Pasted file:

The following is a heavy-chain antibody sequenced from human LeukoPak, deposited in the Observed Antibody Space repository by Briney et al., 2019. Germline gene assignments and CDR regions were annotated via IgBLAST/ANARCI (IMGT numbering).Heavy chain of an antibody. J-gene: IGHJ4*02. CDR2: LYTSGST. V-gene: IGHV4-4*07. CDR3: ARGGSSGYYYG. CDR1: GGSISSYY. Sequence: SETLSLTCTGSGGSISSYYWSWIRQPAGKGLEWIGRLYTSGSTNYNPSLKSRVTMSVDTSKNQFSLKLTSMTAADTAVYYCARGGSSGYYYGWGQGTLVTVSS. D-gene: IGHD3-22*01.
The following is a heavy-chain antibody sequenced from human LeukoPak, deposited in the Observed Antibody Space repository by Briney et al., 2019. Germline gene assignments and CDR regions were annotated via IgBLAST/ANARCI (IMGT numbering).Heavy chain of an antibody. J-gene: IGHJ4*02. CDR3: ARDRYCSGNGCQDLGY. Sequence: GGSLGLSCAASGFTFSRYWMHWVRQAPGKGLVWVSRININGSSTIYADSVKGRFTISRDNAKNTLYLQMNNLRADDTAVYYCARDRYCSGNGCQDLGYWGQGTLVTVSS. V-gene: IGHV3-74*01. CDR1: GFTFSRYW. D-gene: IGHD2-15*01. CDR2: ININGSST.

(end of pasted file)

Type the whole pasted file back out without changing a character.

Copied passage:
The following is a heavy-chain antibody sequenced from human LeukoPak, deposited in the Observed Antibody Space repository by Briney et al., 2019. Germline gene assignments and CDR regions were annotated via IgBLAST/ANARCI (IMGT numbering).Heavy chain of an antibody. J-gene: IGHJ4*02. CDR2: LYTSGST. V-gene: IGHV4-4*07. CDR3: ARGGSSGYYYG. CDR1: GGSISSYY. Sequence: SETLSLTCTGSGGSISSYYWSWIRQPAGKGLEWIGRLYTSGSTNYNPSLKSRVTMSVDTSKNQFSLKLTSMTAADTAVYYCARGGSSGYYYGWGQGTLVTVSS. D-gene: IGHD3-22*01.
The following is a heavy-chain antibody sequenced from human LeukoPak, deposited in the Observed Antibody Space repository by Briney et al., 2019. Germline gene assignments and CDR regions were annotated via IgBLAST/ANARCI (IMGT numbering).Heavy chain of an antibody. J-gene: IGHJ4*02. CDR3: ARDRYCSGNGCQDLGY. Sequence: GGSLGLSCAASGFTFSRYWMHWVRQAPGKGLVWVSRININGSSTIYADSVKGRFTISRDNAKNTLYLQMNNLRADDTAVYYCARDRYCSGNGCQDLGYWGQGTLVTVSS. V-gene: IGHV3-74*01. CDR1: GFTFSRYW. D-gene: IGHD2-15*01. CDR2: ININGSST.